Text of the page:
If you are a business owner, nobody is going pay you for what you put into the business—they will only pay you for the value they believe they can get out of it. Yet when it comes time to sell their business, many sellers have unrealistic ideas of what their business is worth and what the market will pay.
Those who refuse to alter their thinking despite specialized advice to the contrary, usually wipe out their chances of selling.
True Story – The Danger of the Wrong Business Valuation When You’re Selling Your Business, recounts a cautionary story where that is exactly what happened. The author, Trevor Wilson, says that the names are fictional but the story, based on a business in North America, is true.
Dave (the business owner) and his wife simply refused to believe the numbers that were being presented and the valuation approach that was being used. Consequently, Dave turned down what was considered a legitimate purchase offer.
As the article notes,
The buyer ended up buying another printing firm in a nearby community. For a while, Dave stopped talking to the broker and was angry with all concerned. The original broker was equally upset and he stopped pushing or promoting Dave’s business.
Worse, with the economy still very soft, and with his growing reluctance to sink any more money into the business, sales for Johnson’s Printing & Graphics were going to drop considerably below the $800,000 mark for 2011—the first time it had done so in 10 years.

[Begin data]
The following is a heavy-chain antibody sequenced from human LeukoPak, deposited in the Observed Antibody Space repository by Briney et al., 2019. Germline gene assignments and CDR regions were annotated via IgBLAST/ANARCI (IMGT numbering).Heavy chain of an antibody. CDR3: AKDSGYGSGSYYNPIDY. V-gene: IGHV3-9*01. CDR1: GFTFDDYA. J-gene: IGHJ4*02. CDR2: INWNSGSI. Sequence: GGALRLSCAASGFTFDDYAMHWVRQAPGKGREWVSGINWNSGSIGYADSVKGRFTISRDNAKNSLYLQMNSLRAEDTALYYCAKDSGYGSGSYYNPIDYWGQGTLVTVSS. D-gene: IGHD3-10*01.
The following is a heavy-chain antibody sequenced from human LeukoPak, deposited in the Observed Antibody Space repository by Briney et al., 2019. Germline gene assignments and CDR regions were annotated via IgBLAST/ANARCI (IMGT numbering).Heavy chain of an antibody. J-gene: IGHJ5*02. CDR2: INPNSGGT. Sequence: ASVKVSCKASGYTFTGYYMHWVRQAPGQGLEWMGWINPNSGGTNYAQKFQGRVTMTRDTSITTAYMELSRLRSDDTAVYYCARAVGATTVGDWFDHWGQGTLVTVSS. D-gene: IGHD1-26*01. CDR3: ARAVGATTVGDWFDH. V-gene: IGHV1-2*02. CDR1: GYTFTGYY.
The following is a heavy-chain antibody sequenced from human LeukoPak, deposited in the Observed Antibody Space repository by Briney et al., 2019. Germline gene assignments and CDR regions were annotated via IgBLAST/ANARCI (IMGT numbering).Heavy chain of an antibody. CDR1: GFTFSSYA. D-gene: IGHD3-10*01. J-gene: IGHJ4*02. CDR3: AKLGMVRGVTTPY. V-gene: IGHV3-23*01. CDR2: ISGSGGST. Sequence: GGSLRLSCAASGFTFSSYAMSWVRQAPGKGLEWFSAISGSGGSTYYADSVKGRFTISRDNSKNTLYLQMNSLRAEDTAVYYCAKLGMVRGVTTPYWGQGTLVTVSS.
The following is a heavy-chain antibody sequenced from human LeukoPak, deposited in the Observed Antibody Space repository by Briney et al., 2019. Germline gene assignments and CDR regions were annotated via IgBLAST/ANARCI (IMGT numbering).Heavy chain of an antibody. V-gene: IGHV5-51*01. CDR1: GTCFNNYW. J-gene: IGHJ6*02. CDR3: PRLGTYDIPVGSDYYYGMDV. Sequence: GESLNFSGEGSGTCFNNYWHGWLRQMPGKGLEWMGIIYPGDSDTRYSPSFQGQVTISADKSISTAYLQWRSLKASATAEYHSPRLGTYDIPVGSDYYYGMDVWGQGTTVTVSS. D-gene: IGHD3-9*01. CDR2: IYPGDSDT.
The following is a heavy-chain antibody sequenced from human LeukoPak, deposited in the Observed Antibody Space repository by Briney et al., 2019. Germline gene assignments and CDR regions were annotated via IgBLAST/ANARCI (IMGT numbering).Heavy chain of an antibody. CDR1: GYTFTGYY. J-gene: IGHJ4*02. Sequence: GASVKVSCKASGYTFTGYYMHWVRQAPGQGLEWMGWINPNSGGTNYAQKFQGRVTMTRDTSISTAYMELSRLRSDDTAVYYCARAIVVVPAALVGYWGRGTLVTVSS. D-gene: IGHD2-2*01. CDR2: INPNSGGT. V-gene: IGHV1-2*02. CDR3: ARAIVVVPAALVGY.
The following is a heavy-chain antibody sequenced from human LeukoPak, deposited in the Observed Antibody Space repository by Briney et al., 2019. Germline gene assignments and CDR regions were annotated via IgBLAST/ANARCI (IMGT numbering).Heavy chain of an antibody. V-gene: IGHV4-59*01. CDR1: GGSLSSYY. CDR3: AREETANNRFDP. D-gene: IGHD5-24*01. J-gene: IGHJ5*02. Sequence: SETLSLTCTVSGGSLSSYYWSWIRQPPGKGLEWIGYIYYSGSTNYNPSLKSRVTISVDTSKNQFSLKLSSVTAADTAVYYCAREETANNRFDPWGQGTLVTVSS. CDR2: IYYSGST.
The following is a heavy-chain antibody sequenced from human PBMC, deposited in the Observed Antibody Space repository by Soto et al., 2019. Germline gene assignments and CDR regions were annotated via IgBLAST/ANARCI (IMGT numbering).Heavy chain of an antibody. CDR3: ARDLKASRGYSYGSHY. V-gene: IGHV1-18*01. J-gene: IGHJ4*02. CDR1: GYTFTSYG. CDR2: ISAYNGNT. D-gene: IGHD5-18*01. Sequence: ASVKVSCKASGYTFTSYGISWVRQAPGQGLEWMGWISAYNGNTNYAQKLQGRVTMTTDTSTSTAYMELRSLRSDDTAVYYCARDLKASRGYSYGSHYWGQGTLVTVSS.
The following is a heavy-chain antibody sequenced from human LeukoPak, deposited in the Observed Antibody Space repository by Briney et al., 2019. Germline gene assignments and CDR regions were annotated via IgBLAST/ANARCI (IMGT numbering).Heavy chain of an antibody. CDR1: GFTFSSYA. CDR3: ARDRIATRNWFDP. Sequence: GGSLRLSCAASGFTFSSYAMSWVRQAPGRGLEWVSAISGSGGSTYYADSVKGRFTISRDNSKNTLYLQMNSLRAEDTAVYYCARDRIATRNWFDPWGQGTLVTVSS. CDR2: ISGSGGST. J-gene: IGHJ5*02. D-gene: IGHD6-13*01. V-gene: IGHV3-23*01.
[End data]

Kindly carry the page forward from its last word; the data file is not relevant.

The article goes on to describe the personal toll the situation had on Dave and his wife. Not a happy ending.
Rejecting valid offers from potential buyers
Sunbelt London office owner Erik Twohig describes another scenario, a nightmare for competent buyers.
This is where someone – usually an unqualified party, makes a verbal representation to a seller about wanting to pay “X” for a business. “X,” of course, is unreasonably high, and the transaction never moves forward. This number “X” is now, however, firmly embedded in the seller’s mind as the ‘right’ price for the business. For some period of time into the future, reasonable buyers will suffer the fate of rejection by the seller until such time as it finally sinks in that “X” was nothing more than a fantasy.
Sometimes an early offer is the best.
I’ve seen a seller get a good offer for their business within two weeks of it being on the market, then turn around and put on pricing conditions that end up killing the sale. Nine months later, they are wondering why it hasn’t sold—until they realize it wasn’t underpriced to start with.
A business is only worth what a buyer will pay and what a seller will accept.
The business broker knows the market and the thinking of both parties. It pays to respect their advice.